Tajdin at Keeron: Shaping the future of upskilling

March 26, 2024

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In an era where digital transformation is reshaping every industry, Md. Tajdin Hassan stands as a luminary in navigating this evolution. Currently leading Keeron, an upskilling platform in Bangladesh, as the Chief Operating Officer, Tajdin’s journey is marked by a diverse array of experiences in multinational corporations and a passion for educational initiatives. Today, we have him with us to talk about his journey so far at Keeron.

Having amassed over 17 years of experience across various multinational corporations, transitioning into the edtech sector must have presented a unique set of challenges. Tell us about your decision-making process that led to this shift and what motivated you to embrace these challenges within the edtech realm.

In the corporate world, we often talk about having a purpose in our lives. But it’s not always like people will discover their purpose at the beginning of the journey – some do it before their career starts, some discover midway, while some find out once their career ends. In my case, there is a certain thought which provoked me to find this purpose.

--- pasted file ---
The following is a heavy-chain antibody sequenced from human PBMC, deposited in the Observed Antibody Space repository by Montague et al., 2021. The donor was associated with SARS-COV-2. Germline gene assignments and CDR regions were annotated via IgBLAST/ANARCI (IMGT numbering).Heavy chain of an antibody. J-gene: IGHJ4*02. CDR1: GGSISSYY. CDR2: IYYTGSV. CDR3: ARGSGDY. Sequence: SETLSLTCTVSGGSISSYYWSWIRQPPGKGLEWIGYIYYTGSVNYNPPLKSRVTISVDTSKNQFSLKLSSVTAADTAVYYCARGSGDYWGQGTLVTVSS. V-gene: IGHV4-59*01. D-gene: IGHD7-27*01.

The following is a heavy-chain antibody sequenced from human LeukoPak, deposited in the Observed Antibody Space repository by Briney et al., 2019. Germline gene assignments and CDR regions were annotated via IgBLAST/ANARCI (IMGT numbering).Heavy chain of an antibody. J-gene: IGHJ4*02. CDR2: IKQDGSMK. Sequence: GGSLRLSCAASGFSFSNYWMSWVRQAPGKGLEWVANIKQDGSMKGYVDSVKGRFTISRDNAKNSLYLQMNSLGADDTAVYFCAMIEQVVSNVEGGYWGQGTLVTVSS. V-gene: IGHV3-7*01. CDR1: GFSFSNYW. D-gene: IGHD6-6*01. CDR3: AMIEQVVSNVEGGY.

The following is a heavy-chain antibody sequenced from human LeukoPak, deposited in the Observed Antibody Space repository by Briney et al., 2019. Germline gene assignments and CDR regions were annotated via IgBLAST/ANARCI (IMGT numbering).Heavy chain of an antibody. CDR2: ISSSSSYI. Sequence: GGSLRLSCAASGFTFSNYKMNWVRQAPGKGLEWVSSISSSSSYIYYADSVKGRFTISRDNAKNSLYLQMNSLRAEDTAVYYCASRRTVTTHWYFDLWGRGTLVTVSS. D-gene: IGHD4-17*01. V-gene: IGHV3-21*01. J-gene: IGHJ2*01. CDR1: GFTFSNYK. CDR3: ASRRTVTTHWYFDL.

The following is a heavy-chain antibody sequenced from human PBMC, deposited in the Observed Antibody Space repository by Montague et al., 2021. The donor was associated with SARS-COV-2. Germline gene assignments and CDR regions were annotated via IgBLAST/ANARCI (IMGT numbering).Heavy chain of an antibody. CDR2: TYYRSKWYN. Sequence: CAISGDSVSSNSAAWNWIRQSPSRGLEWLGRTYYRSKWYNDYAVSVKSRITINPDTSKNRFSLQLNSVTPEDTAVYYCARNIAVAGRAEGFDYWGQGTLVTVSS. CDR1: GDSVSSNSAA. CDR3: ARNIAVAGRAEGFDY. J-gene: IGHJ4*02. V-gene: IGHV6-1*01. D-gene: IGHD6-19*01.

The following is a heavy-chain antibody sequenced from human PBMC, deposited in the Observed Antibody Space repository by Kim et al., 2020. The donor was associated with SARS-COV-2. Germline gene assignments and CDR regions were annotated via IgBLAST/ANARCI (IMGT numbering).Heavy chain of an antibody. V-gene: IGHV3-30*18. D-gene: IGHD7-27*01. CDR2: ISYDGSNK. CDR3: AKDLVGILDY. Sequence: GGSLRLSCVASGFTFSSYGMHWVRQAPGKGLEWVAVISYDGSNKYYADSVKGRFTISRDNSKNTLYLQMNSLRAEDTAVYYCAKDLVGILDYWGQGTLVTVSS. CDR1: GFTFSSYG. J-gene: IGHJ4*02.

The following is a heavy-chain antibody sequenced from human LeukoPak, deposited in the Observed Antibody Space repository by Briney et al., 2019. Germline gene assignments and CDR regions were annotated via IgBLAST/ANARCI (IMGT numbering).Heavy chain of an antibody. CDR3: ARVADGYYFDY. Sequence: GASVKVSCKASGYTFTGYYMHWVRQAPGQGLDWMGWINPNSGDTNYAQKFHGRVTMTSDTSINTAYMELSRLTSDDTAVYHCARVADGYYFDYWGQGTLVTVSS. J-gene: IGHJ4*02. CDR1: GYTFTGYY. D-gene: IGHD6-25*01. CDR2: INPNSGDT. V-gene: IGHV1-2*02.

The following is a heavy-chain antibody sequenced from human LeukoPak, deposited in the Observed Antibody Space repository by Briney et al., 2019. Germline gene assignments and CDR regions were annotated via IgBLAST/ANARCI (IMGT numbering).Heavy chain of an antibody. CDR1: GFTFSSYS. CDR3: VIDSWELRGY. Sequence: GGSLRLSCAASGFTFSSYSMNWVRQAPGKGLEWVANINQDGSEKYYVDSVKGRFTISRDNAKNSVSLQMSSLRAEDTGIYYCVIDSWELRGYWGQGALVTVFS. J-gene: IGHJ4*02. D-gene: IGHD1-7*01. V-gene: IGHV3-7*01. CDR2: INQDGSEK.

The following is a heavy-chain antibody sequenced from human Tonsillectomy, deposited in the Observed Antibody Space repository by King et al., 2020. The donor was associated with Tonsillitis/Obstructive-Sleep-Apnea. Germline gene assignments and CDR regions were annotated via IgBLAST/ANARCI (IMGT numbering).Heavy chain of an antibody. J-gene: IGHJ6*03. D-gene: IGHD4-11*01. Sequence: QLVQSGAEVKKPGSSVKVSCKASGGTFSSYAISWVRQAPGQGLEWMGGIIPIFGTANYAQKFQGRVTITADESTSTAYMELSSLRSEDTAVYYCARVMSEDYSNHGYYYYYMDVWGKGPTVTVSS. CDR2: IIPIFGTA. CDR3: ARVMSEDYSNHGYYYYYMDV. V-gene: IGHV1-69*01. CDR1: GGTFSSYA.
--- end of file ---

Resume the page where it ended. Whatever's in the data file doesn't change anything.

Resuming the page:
I have noticed that the young generation entering the job market doesn’t have adequate support and mentorship. Back when I was a fresh graduate, I didn’t have any such opportunity at all. Now that there are resources and programs, people are getting confused about which path to pursue, and which platform to take help from. Often, opportunities seem to favor a select group of highly skilled individuals, leaving behind many talented yet less polished young professionals.

This imbalance, where potential remains untapped due to the lack of grooming and skill development, is the place where I wanted to contribute something and address this problem. This is where Keeron comes into the picture. The vision behind Keeron was to create a space where the untapped potential of young professionals could be shaped with the right opportunities. My journey was more about aligning my professional path with a purpose that resonates with me, than a career shift.

Do you think Bangladesh is ready for edtech? How long will it take for the market to become ready?